Policemen were distinguished from other state servants by their authorized capacity to coerce civilians. But in England, from 1829 onward, they increasingly sought acceptance from the populace. Under this “new police” ethos- policing by consent- constables in England were supposed to protect rather than oppress the public. Focusing on suppressing behavior deemed to be antisocial, and basing their methods on intensely scrutinizing society, they sought primarily to prevent crimes, with detection of offenders as a backup. When it was necessary to detain or coerce, they were expected to use minimal force. The aim was to attain a society in which most people policed themselves, at least most of the time; state discipline would need to be applied only to recalcitrant individuals rather than to collectivities.
This desired state of affairs, consent- based state policing coupled with mass self- policing, was also an ultimate aim in colonies. But it was predicated on a high degree of acceptance of authority, which was not forthcoming. Since colonial authorities sought to exploit indigenous human and natural resources, popular resistance to them was endemic (although aspects of Western culture were welcomed by indigenes able to access them). Colonized peoples were in turn subject to suppression, repression, and often violent mass disciplining. In such circumstances, the precepts of the “new police” that had been put in place in Britain could generally only remain a distant aspiration in the colonies.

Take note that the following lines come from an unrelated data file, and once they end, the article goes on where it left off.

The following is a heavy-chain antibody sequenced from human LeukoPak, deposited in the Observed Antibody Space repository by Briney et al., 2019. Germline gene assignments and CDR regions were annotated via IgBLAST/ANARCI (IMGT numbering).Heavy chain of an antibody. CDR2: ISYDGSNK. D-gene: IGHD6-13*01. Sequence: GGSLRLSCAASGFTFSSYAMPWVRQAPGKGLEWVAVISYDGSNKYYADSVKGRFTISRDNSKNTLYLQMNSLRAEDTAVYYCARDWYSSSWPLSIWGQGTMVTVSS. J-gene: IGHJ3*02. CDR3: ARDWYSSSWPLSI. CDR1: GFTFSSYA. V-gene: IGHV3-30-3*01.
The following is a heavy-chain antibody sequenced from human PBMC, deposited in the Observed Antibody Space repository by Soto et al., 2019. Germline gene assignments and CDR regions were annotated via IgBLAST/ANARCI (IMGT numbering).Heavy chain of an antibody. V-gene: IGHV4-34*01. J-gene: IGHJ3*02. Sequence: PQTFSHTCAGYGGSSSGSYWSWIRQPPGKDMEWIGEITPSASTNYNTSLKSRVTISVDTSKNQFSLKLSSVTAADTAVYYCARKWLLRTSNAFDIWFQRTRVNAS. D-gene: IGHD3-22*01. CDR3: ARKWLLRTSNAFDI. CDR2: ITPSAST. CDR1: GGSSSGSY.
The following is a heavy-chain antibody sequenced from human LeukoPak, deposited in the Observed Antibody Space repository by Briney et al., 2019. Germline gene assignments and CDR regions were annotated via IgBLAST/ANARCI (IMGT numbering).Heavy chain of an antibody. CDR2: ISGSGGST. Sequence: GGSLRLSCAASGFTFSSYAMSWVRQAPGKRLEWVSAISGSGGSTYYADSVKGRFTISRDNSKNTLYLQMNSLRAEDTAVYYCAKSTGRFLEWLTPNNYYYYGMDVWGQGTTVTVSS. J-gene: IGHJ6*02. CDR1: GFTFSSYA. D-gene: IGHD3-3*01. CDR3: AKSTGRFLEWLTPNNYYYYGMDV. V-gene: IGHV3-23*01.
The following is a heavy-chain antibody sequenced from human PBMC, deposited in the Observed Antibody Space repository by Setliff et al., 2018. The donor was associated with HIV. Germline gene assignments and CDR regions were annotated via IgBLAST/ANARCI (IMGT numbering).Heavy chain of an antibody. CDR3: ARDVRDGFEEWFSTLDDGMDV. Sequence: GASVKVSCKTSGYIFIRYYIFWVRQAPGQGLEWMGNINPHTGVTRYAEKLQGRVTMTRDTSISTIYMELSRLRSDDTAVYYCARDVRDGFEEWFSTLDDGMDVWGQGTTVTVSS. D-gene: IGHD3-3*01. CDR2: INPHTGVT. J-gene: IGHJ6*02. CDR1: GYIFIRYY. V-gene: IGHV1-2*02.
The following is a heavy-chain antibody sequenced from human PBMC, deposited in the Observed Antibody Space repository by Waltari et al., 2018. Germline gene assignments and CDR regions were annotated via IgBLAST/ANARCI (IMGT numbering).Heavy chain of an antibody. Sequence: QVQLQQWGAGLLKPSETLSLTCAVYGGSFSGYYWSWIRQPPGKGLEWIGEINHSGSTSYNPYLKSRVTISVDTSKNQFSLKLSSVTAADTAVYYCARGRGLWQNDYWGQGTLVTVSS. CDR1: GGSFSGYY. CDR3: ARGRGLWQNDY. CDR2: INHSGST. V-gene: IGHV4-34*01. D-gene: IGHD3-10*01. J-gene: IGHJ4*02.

In most colonies, most of the time, the policing function was akin to military control (and indeed sometimes carried out by or with soldiers). The main exception was in colonies of settlement where English policing precepts were increasingly adopted as the frontier retreated. Even here, however, police forces retained a highly coercive capacity in case further “pacification” of indigenes or others was needed. And although public order had generally improved by the early 20th century, this was both relative and uneven between (and often within) colonies. Improvement could also turn out to be temporary. Indeed, after World War II, conflict- based policing often intensified amid escalating challenges to the state from movements demanding decolonization.
The ethos of colonial policing was, therefore, by the very nature of imperial occupation, different from the consent- based aims first developed in the London Metropolitan Police. Rather, it reflected (and was often guided by) policing in the closest “colony” to Britain, Ireland. Although all policemen had the power to compel and coerce, those of the (Royal) Irish Constabulary (RIC) were far more overtly coercive than their English counter parts, tasked as they were with controlling a people generally hostile to British occupation. Colonial practices not only reflected the Irish system, but often exceeded it in their violence- a product of the magnitude of the task of occupying territories and containing their peoples.